The element of surprise can be even greater when someone has been specifically told that they are a beneficiary under a will. The disappointment can be overwhelming when they discover that, after all, they have been cut out of the will.
The most up to date will must be followed
There is no limit to the number of wills that a person can make in their lifetime. Each time a fresh will is made it should include a clause that revokes the previous will. When that person passes away their estate will be distributed to the beneficiaries named in the last, most up to date will, regardless of what previous wills may have said.
People are often informed that they have been named as a beneficiary in a will and are sometimes even given a copy of the will in which they are named. But if that will is revoked and replaced by a new will in which they no longer feature as a beneficiary then it is the final will that the executors must follow. Furthermore, there is no requirement for the person making the will to tell the beneficiary that a new will has been executed.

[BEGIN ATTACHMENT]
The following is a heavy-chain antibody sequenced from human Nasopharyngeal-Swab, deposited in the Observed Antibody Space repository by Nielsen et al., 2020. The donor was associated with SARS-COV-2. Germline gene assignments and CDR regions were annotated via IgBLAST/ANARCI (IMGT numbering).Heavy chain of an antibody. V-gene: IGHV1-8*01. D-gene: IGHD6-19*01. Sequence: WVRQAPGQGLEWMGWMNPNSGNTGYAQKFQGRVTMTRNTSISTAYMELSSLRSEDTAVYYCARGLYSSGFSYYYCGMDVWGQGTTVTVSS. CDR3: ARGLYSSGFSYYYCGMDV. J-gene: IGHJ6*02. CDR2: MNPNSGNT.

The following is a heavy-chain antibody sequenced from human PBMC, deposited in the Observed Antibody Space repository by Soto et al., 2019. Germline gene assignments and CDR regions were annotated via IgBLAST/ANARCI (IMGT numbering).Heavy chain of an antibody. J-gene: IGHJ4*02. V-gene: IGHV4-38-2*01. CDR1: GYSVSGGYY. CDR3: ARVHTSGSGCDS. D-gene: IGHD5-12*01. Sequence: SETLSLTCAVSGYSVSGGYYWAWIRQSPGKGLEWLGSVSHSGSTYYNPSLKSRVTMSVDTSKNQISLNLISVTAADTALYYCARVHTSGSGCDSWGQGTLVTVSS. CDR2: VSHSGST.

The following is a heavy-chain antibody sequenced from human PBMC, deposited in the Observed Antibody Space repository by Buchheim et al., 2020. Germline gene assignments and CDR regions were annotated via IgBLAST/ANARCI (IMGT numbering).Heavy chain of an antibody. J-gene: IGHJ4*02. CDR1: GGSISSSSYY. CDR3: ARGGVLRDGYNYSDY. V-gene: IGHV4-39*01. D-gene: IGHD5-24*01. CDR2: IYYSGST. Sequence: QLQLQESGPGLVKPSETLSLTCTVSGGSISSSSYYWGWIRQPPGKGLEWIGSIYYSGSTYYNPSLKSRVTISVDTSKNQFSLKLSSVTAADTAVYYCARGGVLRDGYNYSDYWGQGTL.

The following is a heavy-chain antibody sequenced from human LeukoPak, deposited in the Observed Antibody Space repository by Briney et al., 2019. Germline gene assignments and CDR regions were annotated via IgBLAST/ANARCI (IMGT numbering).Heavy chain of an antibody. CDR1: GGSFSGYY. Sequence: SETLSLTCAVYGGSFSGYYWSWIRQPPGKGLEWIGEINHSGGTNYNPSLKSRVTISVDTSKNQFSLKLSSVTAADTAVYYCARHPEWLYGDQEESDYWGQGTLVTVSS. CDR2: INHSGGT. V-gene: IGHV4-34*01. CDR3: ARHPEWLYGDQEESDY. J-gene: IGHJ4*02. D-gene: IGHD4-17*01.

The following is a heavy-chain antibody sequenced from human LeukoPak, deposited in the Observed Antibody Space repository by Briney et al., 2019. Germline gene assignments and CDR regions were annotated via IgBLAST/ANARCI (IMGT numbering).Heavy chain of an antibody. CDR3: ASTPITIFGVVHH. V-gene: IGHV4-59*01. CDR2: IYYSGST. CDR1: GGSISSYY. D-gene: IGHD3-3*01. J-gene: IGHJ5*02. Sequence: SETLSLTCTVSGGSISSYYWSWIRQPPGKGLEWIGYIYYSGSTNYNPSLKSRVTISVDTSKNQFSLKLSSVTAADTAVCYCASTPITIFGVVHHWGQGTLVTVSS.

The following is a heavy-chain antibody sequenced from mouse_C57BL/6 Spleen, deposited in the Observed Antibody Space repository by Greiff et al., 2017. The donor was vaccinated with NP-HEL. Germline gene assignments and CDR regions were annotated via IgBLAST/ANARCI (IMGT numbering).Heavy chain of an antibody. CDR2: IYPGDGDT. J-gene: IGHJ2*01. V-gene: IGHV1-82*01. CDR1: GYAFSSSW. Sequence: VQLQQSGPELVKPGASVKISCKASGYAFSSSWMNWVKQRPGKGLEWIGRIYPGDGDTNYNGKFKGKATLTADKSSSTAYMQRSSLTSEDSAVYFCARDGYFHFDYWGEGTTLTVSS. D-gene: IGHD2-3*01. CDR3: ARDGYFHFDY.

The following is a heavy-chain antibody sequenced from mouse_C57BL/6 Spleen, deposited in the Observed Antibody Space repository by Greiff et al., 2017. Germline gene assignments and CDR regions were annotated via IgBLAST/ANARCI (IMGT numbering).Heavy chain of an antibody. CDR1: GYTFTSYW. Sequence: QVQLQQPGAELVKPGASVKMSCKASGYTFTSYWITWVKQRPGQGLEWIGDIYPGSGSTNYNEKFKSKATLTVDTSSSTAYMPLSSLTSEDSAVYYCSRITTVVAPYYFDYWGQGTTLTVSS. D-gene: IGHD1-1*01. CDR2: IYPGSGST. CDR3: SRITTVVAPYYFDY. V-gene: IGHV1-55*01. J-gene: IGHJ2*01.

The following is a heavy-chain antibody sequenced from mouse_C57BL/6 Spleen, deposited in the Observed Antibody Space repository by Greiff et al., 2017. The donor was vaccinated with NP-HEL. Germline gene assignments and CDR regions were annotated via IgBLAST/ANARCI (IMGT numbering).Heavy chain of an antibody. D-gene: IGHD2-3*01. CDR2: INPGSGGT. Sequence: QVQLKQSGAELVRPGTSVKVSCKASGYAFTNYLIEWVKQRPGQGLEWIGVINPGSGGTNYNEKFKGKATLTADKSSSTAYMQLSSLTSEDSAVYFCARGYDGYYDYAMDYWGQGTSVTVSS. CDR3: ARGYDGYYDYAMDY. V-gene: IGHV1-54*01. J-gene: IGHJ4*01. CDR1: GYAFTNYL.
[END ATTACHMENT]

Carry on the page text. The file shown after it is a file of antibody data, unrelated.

This can create difficulty for beneficiaries who have counted on receiving a legacy and who have made financial plans accordingly. When they learn that they have been cut out of a will because the testator has made a new one without their knowledge their plans can be left in ruins. For some, the financial implications of this disappointment can be far reaching.
Challenging a will
So what can be done if you have been cut out of a will? Are there any exceptions to the principle of testamentary freedom?
While testamentary freedom is enshrined in English law, there are circumstances in which it can be challenged. So, while in theory we may be able to leave our property to whoever we wish, in reality there are limitations. The first of these in the Inheritance Act.